My Daily Read: PZ Myers
By STAFF - THE CHRONICLE OF HIGHER EDUCATION
Added: Sat, 28 Aug 2010 00:00:13 UTC
PZ Myers is an associate professor of biology at the University of Minnesota at Morris and the man behind the popular science blog Pharyngula.
Q: What’s the first thing you read in the morning? A: My site, Pharyngula, of course. I have to clean up spam, catch up with the conversation, and feed the fires with my own contributions.
Q: What newspapers and magazines do you subscribe to or read regularly? What do you read in print versus online or mobile? A: I read Nature, Science, BioEssays, Development, Developmental Biology, PNAS [Proceedings of the National Academy of Sciences] regularly, and a few other journals irregularly. I read almost nothing printed on paper—I prefer to download PDF's and read them on my laptop or iPad. Newspapers I might read occasionally for the novelty, usually if there's one left on the table at the coffee shop. I do browse The New York Times online
Q: What books have you recently read? A: I read a book every day or two, except lately when I've been swamped with work. Last book read was Lone Frank's Mindfield: How Brain Science Is Changing Our World, before that was Oren Harman's The Price of Altruism, Erik Larson's Thunderstruck, a fun little book called Quirks of Human Anatomy by Lewis Held, it goes on and on. I tend to slurp up any printed matter that stumbles before my eyes.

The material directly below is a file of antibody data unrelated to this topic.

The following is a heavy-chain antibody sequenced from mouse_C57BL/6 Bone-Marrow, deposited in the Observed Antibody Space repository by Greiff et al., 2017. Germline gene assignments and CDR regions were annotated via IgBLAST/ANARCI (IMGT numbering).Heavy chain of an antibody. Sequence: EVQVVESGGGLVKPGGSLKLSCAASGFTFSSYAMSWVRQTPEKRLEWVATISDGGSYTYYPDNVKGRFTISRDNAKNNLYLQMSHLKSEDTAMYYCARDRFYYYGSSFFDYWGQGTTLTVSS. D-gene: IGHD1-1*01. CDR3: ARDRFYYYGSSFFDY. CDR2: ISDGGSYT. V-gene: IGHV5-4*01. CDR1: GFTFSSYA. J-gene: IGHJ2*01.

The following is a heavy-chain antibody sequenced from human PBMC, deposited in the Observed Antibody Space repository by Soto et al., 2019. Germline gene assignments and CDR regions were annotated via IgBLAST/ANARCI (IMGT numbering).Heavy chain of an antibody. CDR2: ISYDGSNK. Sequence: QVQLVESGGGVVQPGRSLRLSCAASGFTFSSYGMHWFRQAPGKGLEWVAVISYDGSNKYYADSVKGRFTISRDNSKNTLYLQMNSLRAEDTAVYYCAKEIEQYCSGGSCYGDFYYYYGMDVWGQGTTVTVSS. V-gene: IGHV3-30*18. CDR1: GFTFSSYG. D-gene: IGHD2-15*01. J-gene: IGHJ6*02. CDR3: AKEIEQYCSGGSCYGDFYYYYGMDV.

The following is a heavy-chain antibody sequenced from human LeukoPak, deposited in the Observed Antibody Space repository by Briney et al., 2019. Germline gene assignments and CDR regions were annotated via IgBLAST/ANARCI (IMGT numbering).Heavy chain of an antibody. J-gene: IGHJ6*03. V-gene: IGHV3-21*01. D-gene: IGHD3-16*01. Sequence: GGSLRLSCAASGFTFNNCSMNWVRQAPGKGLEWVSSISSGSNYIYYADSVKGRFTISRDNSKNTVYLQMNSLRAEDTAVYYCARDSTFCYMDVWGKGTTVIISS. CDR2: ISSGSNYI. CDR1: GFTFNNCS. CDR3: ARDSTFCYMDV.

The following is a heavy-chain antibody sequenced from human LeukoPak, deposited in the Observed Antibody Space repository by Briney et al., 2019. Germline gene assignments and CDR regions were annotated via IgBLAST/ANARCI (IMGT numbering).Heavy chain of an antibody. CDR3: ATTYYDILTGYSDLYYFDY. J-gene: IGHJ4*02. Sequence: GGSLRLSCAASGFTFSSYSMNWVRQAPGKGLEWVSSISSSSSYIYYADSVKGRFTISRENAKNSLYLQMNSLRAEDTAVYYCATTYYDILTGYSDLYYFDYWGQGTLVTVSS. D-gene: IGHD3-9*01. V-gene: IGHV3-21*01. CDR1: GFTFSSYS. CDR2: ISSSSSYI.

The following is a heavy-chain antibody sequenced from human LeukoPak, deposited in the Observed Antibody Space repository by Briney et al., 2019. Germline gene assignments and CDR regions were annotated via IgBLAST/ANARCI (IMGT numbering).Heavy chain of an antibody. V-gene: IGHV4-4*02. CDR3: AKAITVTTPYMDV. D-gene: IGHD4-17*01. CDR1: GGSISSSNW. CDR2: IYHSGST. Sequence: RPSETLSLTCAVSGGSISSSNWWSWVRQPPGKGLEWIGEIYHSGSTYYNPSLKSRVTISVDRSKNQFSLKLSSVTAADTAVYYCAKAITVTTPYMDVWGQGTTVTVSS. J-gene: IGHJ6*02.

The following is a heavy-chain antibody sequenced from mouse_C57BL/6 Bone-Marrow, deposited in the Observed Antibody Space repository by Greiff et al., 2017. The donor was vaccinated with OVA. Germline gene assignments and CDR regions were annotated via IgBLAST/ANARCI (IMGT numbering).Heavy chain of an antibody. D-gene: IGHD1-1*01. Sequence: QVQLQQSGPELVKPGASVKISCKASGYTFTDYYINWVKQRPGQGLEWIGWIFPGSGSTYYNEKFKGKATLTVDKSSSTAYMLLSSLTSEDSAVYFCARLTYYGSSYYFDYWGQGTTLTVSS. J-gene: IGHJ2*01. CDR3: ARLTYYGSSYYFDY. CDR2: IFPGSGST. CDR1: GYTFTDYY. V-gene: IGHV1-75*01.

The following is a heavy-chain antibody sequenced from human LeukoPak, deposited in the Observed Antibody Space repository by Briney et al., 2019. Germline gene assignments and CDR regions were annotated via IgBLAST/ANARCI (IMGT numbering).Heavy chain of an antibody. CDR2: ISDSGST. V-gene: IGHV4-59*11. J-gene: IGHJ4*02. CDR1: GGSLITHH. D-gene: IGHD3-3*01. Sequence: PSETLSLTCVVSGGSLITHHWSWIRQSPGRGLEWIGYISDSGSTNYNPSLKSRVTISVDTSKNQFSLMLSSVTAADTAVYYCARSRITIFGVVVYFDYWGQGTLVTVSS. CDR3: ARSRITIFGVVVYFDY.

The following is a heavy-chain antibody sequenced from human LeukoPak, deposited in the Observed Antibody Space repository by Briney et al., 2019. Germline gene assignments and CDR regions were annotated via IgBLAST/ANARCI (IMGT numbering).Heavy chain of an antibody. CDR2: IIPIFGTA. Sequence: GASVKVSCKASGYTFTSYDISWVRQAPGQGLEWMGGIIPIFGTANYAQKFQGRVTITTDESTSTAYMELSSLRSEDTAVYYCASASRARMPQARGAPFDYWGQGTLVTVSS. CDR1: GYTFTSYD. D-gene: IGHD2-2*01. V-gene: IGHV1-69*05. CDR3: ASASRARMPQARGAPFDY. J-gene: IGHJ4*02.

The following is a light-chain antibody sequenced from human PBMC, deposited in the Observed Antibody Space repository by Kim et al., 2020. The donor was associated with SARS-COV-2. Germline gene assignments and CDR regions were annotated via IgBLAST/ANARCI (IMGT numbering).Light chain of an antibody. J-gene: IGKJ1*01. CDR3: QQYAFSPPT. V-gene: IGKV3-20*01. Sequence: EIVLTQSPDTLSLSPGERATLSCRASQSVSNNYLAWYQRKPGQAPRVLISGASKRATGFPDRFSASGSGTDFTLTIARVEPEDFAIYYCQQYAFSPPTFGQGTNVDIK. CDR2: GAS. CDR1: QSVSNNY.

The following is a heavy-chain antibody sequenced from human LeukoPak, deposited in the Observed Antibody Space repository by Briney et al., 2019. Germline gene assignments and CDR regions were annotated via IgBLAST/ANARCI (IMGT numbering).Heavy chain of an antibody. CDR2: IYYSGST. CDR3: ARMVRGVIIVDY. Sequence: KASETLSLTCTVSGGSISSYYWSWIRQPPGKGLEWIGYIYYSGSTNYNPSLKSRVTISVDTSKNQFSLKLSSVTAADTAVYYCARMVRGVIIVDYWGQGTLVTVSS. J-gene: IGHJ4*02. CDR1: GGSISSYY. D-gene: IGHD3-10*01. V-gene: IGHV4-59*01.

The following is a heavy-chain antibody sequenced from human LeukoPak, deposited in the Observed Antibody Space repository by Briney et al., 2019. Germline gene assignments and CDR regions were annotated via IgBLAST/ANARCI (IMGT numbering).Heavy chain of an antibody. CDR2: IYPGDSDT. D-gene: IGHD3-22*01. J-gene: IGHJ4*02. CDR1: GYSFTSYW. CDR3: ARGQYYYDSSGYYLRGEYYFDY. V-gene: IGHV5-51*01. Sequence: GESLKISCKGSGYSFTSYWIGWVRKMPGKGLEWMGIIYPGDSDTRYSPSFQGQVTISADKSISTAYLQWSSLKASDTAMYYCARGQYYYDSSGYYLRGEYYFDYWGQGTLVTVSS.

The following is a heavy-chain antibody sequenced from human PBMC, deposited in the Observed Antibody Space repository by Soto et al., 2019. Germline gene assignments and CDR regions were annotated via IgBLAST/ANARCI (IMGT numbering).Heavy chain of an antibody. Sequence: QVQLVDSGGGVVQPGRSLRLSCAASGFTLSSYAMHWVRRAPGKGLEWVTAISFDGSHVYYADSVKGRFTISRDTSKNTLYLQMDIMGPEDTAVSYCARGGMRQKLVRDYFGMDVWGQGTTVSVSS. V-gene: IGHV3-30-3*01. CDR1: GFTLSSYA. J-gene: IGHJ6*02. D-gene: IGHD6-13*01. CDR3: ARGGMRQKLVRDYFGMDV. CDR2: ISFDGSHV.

Q: Has your reading of professional journals changed in the past 10 years? If so, how? A: Not in subject matter, which remains almost entirely in developmental and evolutionary biology. I have picked up browsing the PLoS journals. The big change is in the switch to electronic media—10 years ago, it was a matter of regular trips to the library to photocopy papers. Now I just stuff PDF's onto a hard drive.
Q: Do you read blogs? If so, what blogs do you like best?
A: My faves right now are Why Evolution Is True, Sandwalk, Butterflies and Wheels, ERV, a few others—anything where the personality of the author shines through, and I do favor hard-edged godless science writers who don't mince words.
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